Posts tagged Respect
I was duped.
I thought that after many years, an issue had been resolved. Finally, once and for all, not to be an issue again.
You see, I was told from a very young age that if you could not add to something through monetary means, you needed to work your hardest, do your best and show whoever was “in charge” of you, that you were of value – hard-working, never backing down from a challenge, getting the job done. My family instilled this in me, and I always believed it to be true. It had served me well all my life; I was always considered to be a great worker and as my experience grew, one with leadership qualities and a fine work ethic.
When that mixes with a supervisor/boss who is a narcissist; one who has a truly fragile ego and must be the star of the show, you will have a toxic workplace. Nervously being at work every day – never knowing when you would be called to the “principal’s office” to be chastised and for what. The smallest incidents would blow up without warning, resulting in mayhem when it was least needed. In fact, I have been in this position several times throughout my careers.
When I say that I thought the issue has been resolved, I meant my internal issues. I was raised to be respectful. Yes, I am sarcastic with my humor, when I am comfortable with someone, I will share many laughs and comments, but I never want to be disrespectful – any one of my relatives would have eagerly given me a swift kick in the pants if I behaved badly. But my issue is truly wrapped around the respect I have for myself.
When I say I was duped, I did it to myself. My younger self did not possess respect for me to allow getting out of that situation quickly. Somehow, I continued to put myself in similar situations – a narcissistic boss who cannot handle someone who does what they say they have come to do, working well with people, and getting the job done. I finally realize that I need to respect the value I bring to the table, stand my ground and stop being disrespectful to myself.
And in that respect for me, I will not make apologies to the way I have worked, nor how easily I work anyone else, and the results achieved. Whether it is a 97% passing rate amongst my students on a final exam or completion of a business plan to help a startup, teaching business foundations to my balloon decorating competitors or becoming a published author, I will not allow someone to diminish me and everything I can do.
The old saying of “Fool me once, shame on you; fool me twice, shame on me” is to be considered at its face value – it will not happen again. For that, you can be sure!
Mother’s Day usually led to a conversation I had with my mom almost every year. The language of adoption. Some famous person who had adopted a child would pass away and the reporter would usually state something like “Her children, John and Mary and her adopted son, Fred” and my mom and I would be unnerved that there would be a differentiation made.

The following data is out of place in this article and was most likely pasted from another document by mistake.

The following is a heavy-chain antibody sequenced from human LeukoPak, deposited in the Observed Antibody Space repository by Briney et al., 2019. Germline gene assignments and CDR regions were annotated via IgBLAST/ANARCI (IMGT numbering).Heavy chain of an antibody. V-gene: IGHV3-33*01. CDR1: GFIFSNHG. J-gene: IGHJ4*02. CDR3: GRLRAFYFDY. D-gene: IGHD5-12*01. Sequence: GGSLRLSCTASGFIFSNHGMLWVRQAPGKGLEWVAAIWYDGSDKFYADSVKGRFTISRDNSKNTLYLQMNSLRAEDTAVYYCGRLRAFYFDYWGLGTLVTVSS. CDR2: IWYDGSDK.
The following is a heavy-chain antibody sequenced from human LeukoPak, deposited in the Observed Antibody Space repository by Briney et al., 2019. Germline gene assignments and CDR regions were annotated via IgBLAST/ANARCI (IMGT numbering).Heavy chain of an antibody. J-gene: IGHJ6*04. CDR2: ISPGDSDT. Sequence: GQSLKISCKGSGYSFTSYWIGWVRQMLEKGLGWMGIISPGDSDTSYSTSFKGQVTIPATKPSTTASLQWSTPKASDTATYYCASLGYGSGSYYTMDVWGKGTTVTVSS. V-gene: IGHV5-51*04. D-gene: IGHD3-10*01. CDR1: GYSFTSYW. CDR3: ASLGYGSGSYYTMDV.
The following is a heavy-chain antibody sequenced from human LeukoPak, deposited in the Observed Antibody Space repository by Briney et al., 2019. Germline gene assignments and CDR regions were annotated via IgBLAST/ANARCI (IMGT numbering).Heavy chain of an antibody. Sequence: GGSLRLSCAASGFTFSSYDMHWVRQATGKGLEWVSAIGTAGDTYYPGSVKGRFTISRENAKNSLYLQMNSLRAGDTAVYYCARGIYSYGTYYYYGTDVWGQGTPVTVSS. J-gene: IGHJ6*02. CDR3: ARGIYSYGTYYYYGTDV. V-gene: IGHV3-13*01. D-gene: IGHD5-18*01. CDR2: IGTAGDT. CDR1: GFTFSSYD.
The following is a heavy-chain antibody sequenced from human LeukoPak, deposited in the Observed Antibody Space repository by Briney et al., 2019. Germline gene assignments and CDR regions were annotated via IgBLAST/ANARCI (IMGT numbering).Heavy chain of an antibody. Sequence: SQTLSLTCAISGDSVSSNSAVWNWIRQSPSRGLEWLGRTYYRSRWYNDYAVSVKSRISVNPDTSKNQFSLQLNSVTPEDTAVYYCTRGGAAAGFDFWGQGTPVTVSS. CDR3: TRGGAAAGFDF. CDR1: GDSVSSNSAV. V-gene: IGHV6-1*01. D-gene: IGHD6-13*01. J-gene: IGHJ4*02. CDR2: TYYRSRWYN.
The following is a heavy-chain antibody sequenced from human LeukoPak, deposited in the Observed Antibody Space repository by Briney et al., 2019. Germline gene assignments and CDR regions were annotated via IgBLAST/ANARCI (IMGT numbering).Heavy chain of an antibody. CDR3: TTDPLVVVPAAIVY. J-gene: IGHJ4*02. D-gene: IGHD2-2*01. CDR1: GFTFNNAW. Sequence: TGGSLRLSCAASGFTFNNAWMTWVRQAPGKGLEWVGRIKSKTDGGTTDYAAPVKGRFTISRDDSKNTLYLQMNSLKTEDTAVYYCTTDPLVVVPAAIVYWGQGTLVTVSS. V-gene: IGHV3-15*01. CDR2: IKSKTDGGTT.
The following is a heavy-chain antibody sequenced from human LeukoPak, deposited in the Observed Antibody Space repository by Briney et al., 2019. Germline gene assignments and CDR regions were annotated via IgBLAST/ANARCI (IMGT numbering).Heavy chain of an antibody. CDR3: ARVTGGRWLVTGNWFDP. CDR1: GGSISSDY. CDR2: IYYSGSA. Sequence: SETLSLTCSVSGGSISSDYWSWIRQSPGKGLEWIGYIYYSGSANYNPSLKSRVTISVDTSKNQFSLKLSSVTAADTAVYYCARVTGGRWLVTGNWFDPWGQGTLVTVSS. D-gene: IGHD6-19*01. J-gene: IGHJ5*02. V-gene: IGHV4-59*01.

In 1965, a young woman, no more than 19 years old, gave birth to me. I do not know the circumstances surrounding her decision to give me up for adoption but that was to be part of my story. Adoption and acceptance have always been important to me. My parents always told me I was special and I knew from the very beginning that I was adopted.
But that is where it stayed. It was part of my story that differentiated me from friends, classmates and even cousins. A closed adoption made final in 1967, my parents were Mary and Ernie Parmel – my parents. No “adoptive” – I was not referred to as “adopted”. And to the days after my parents both left this earth, I was their daughter.
Laws may change, new information may be garnered, even sealed records can be opened. That doesn’t change the fact that my mom raised me to be the person I am today – as her own. A friend who was also adopted once said to me that we didn’t grow under their heart but in it.
One thing I know for sure, my mom (and dad too!) is up there watching out for me, shaking her head at the crazy things I get myself involved in, wringing her hands with the things I do that she would have told me not to. On Mother’s Day, I realize that she was right 99.9% of the time, she worried about me more than she needed to, and I know that “paper is thicker than blood”, a phrase we laughed at.
And one more thing on this Mother’s Day…
Mostly all the people in my life, over all these years have told me that today we celebrate women who are mothers, who wish to be mothers, women who have lost children, who have chosen not to have children and those who did not have the gift of their own children in their lives. Faces, names, known or unknown, women that have given up a gift of a child, conceived in any circumstance should also be celebrated for their ultimate sacrifice – so that someone may have a better life – the child and the family they are given to. I thank the woman who gave me life – I hope that one day, I can thank her in person.
But I have come across a few people that believe that if you do not have children or if you are not their mother, they shouldn’t wish you a Happy Mother’s Day; those people choosing to walk past someone while acknowledging another just steps ahead or behind them. Just stop and think sometimes if you are guilty of marginalizing someone like that – you don’t know how deep the hurt you cause can go. May those who do that never find themselves in the same position – or maybe it would give them pause for thought. After all, some of the deepest hurts are caused by three little words not being said. It is always three little words, right?
Happy Mother’s Day to everyone!
And I mean EVERYONE!!